Scientists busy with observing our natural ecosystems have been wondering why birds, especially seabirds have started snacking or eating plastic and other such materials.
Studies estimate that each year more than 10 million tons of plastic masses end up in our planet’s water systems, especially our oceans.
As such, it is not a surprise that marine life has been numbering increasing encounters with the synthetic products.
However, scientists were surprised to see that 90 percent of all known seabirds have started eating said plastic masses.
One of the University of California, Davis’s Ph.D. in ecology candidates, Matthew Savoca set out to establish why this happens, with the study’s results having been published last week in the Science Advances Journal.
According to research, it was determined that the plastic currently floating in the waters of our oceans is releasing an odor that not only attracts the birds but also entices them to eat it.
The idea to test the odors levels came after taking into consideration the fact that birds have developed a keen olfactory sense so as to aid them in finding food.
Seabirds, in particular petrels, shearwaters, and albatrosses have been known to rely on their sniffing senses in order to locate food.
These particular groups search for an odor called DMS or dimethyl sulfide which is released by algae after or as other sea animals for example, krill, eat them.
With the birds’ diet consisting of the animals which eat the algae, the respective odor acts as a sort of radar towards their next meal.
Although the smell of the DMS was likened to that of rotting cabbage or dying seaweed, two highly unpleasant odors in terms of human standards, it was shown that birds which use it to discover food are more likely to eat plastic than those that don’t seek the reek.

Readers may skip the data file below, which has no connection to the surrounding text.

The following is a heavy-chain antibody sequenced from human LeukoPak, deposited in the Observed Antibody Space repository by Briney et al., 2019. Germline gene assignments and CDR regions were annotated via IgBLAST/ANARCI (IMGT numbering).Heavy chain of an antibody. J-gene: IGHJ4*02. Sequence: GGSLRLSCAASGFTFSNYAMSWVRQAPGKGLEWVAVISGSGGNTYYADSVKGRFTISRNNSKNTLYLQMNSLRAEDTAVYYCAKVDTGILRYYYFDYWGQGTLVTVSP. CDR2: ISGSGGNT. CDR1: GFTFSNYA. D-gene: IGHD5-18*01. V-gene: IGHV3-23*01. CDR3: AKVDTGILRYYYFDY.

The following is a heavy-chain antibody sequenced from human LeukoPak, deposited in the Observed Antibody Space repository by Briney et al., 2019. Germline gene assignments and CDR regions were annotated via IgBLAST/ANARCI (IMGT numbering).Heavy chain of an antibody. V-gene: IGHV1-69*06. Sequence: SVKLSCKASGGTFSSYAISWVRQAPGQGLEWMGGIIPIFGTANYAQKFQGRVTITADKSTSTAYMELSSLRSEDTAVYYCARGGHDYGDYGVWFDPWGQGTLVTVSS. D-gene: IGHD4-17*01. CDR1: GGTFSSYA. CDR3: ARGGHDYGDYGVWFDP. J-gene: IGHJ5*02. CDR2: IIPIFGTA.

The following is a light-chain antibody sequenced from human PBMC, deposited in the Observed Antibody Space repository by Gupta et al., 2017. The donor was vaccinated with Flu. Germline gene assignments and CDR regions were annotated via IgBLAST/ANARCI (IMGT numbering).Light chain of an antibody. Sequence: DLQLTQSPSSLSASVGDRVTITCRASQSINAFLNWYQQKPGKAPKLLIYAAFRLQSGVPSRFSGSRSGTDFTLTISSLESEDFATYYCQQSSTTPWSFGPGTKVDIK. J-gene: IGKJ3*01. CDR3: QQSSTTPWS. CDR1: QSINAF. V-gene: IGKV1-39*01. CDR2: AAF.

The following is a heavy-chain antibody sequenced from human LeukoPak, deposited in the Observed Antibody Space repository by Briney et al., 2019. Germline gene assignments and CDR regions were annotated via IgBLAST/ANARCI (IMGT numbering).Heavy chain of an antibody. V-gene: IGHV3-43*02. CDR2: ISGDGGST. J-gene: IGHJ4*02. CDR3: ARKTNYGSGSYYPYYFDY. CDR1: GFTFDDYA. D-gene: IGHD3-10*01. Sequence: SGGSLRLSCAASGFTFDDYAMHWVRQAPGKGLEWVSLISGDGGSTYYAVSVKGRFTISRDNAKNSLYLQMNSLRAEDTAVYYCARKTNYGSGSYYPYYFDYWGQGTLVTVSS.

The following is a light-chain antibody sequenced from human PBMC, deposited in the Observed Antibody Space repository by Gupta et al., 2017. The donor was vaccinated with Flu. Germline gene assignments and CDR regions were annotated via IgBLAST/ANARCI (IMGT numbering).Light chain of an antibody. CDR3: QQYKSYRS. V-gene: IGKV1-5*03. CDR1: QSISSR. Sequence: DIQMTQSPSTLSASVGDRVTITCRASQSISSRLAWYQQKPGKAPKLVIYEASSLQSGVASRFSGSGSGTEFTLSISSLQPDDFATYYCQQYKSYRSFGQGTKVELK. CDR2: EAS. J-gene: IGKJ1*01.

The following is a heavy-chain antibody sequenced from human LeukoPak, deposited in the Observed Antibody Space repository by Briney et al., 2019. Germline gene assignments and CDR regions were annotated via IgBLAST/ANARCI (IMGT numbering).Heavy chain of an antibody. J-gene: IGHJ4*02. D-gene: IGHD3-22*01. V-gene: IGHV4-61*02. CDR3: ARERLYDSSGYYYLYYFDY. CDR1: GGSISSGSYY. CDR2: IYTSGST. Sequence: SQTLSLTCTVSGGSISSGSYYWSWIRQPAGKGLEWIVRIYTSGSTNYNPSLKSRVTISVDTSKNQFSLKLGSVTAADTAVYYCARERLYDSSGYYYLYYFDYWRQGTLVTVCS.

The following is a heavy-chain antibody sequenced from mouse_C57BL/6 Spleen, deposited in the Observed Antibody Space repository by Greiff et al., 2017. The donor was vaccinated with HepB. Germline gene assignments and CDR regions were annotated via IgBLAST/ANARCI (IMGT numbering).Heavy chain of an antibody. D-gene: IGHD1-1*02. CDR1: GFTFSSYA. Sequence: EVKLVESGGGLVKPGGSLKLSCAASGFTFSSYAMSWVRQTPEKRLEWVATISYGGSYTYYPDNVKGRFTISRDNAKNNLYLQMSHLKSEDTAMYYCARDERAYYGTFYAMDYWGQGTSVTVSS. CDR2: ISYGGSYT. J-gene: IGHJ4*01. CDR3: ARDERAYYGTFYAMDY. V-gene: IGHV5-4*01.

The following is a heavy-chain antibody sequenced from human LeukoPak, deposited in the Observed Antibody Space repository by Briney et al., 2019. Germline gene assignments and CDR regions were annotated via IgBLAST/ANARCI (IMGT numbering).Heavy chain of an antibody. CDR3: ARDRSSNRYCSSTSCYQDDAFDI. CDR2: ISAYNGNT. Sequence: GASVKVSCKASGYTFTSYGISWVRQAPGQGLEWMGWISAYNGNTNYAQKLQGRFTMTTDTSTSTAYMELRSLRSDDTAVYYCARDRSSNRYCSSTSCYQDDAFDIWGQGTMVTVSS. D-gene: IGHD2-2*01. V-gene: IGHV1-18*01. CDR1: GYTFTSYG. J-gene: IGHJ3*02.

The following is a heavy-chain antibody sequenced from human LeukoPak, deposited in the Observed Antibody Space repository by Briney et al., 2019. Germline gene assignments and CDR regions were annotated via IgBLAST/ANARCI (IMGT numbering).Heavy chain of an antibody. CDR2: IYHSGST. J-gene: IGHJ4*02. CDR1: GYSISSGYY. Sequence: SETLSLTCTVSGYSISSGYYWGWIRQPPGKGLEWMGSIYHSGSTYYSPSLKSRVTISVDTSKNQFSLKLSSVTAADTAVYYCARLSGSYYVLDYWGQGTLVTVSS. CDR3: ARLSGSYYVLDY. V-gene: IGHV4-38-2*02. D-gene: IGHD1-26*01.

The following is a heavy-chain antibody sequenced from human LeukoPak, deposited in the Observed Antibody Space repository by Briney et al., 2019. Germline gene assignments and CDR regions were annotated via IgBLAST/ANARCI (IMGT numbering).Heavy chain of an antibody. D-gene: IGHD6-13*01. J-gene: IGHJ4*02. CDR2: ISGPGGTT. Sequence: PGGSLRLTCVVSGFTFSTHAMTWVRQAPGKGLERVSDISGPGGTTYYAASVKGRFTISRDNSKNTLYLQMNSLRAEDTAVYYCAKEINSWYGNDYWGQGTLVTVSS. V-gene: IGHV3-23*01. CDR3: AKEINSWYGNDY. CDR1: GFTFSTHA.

And as the research established, the floating plastic masses which float on the waters release a pungent DMS smell.
Previous studies indicated that the plastic masses may have reminded the sea animals of their natural feeding sources because of their aspect, for example, turtles seeing jellyfish in plastic bags.
And although eating plastic if one sense was deceived is harder to believe, having two fake indicators for food may find it easier to explain the weird, new dietary habits of the birds.
As more seabirds and animals were found to be carrying pieces of plastic in their stomachs, researchers have yet to actually determine if it may actually lead to their death.
But they are already certain that carrying all that non-decomposing matter in their insides is having detrimental effects on their health as it does not ensure a rise in energy levels and also comes as a supplementary weight.
As scientists are now striving to understand the role of the DMS in the seabird search for food, they also hope that it will help them solve their plastic eating problems.
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